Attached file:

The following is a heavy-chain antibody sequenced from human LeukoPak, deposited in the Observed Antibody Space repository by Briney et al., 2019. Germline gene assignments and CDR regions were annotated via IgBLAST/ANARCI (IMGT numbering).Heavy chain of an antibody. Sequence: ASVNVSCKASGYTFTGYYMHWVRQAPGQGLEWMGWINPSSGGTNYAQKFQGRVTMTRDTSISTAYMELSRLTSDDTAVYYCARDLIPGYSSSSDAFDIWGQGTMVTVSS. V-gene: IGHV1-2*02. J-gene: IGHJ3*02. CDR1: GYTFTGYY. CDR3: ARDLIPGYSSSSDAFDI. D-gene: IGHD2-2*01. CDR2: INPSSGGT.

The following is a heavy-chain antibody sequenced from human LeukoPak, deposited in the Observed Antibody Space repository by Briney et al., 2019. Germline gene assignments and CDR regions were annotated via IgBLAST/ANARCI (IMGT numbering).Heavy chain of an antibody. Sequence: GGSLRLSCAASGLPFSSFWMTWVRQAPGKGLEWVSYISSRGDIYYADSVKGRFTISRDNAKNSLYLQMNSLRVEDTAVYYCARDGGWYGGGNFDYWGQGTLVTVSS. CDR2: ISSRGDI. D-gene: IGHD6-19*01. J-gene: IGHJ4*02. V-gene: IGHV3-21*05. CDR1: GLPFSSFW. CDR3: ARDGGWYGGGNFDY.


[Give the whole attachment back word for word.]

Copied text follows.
The following is a heavy-chain antibody sequenced from human LeukoPak, deposited in the Observed Antibody Space repository by Briney et al., 2019. Germline gene assignments and CDR regions were annotated via IgBLAST/ANARCI (IMGT numbering).Heavy chain of an antibody. Sequence: ASVNVSCKASGYTFTGYYMHWVRQAPGQGLEWMGWINPSSGGTNYAQKFQGRVTMTRDTSISTAYMELSRLTSDDTAVYYCARDLIPGYSSSSDAFDIWGQGTMVTVSS. V-gene: IGHV1-2*02. J-gene: IGHJ3*02. CDR1: GYTFTGYY. CDR3: ARDLIPGYSSSSDAFDI. D-gene: IGHD2-2*01. CDR2: INPSSGGT.

The following is a heavy-chain antibody sequenced from human LeukoPak, deposited in the Observed Antibody Space repository by Briney et al., 2019. Germline gene assignments and CDR regions were annotated via IgBLAST/ANARCI (IMGT numbering).Heavy chain of an antibody. Sequence: GGSLRLSCAASGLPFSSFWMTWVRQAPGKGLEWVSYISSRGDIYYADSVKGRFTISRDNAKNSLYLQMNSLRVEDTAVYYCARDGGWYGGGNFDYWGQGTLVTVSS. CDR2: ISSRGDI. D-gene: IGHD6-19*01. J-gene: IGHJ4*02. V-gene: IGHV3-21*05. CDR1: GLPFSSFW. CDR3: ARDGGWYGGGNFDY.